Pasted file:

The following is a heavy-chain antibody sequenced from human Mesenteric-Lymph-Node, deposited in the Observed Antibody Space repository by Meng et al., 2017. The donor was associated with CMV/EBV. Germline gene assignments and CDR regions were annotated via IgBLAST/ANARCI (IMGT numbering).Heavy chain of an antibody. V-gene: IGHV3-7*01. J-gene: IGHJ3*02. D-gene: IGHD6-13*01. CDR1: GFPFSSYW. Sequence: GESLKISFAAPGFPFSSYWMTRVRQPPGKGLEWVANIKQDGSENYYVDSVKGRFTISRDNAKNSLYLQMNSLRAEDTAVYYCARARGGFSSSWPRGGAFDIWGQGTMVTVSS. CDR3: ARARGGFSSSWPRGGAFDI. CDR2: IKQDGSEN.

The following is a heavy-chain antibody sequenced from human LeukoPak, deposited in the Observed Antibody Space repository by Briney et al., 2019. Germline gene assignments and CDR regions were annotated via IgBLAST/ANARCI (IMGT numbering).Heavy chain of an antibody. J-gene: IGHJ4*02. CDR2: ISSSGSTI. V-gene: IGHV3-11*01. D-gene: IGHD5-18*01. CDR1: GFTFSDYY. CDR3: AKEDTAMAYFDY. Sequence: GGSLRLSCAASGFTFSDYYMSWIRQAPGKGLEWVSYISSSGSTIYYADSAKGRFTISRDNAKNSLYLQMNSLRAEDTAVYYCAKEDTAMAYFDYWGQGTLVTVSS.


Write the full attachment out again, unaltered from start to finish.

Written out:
The following is a heavy-chain antibody sequenced from human Mesenteric-Lymph-Node, deposited in the Observed Antibody Space repository by Meng et al., 2017. The donor was associated with CMV/EBV. Germline gene assignments and CDR regions were annotated via IgBLAST/ANARCI (IMGT numbering).Heavy chain of an antibody. V-gene: IGHV3-7*01. J-gene: IGHJ3*02. D-gene: IGHD6-13*01. CDR1: GFPFSSYW. Sequence: GESLKISFAAPGFPFSSYWMTRVRQPPGKGLEWVANIKQDGSENYYVDSVKGRFTISRDNAKNSLYLQMNSLRAEDTAVYYCARARGGFSSSWPRGGAFDIWGQGTMVTVSS. CDR3: ARARGGFSSSWPRGGAFDI. CDR2: IKQDGSEN.

The following is a heavy-chain antibody sequenced from human LeukoPak, deposited in the Observed Antibody Space repository by Briney et al., 2019. Germline gene assignments and CDR regions were annotated via IgBLAST/ANARCI (IMGT numbering).Heavy chain of an antibody. J-gene: IGHJ4*02. CDR2: ISSSGSTI. V-gene: IGHV3-11*01. D-gene: IGHD5-18*01. CDR1: GFTFSDYY. CDR3: AKEDTAMAYFDY. Sequence: GGSLRLSCAASGFTFSDYYMSWIRQAPGKGLEWVSYISSSGSTIYYADSAKGRFTISRDNAKNSLYLQMNSLRAEDTAVYYCAKEDTAMAYFDYWGQGTLVTVSS.